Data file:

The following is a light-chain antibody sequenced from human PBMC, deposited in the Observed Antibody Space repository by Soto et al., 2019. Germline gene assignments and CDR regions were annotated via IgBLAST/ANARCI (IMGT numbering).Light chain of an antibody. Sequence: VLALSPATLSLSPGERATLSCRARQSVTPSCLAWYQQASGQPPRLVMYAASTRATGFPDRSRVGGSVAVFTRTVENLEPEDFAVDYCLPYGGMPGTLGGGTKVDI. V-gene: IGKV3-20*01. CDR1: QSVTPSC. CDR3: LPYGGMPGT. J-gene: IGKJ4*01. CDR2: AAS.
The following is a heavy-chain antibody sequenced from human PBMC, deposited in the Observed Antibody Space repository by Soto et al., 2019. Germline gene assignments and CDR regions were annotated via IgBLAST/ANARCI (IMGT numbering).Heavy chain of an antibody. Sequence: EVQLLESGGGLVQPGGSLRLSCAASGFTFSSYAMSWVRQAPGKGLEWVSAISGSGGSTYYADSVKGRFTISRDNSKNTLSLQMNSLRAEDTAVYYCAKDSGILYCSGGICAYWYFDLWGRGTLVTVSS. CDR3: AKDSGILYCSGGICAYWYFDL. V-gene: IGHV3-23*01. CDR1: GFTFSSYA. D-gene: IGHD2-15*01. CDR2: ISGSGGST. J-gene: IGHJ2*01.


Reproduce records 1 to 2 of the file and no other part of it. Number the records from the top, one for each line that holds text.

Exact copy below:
The following is a light-chain antibody sequenced from human PBMC, deposited in the Observed Antibody Space repository by Soto et al., 2019. Germline gene assignments and CDR regions were annotated via IgBLAST/ANARCI (IMGT numbering).Light chain of an antibody. Sequence: VLALSPATLSLSPGERATLSCRARQSVTPSCLAWYQQASGQPPRLVMYAASTRATGFPDRSRVGGSVAVFTRTVENLEPEDFAVDYCLPYGGMPGTLGGGTKVDI. V-gene: IGKV3-20*01. CDR1: QSVTPSC. CDR3: LPYGGMPGT. J-gene: IGKJ4*01. CDR2: AAS.
The following is a heavy-chain antibody sequenced from human PBMC, deposited in the Observed Antibody Space repository by Soto et al., 2019. Germline gene assignments and CDR regions were annotated via IgBLAST/ANARCI (IMGT numbering).Heavy chain of an antibody. Sequence: EVQLLESGGGLVQPGGSLRLSCAASGFTFSSYAMSWVRQAPGKGLEWVSAISGSGGSTYYADSVKGRFTISRDNSKNTLSLQMNSLRAEDTAVYYCAKDSGILYCSGGICAYWYFDLWGRGTLVTVSS. CDR3: AKDSGILYCSGGICAYWYFDL. V-gene: IGHV3-23*01. CDR1: GFTFSSYA. D-gene: IGHD2-15*01. CDR2: ISGSGGST. J-gene: IGHJ2*01.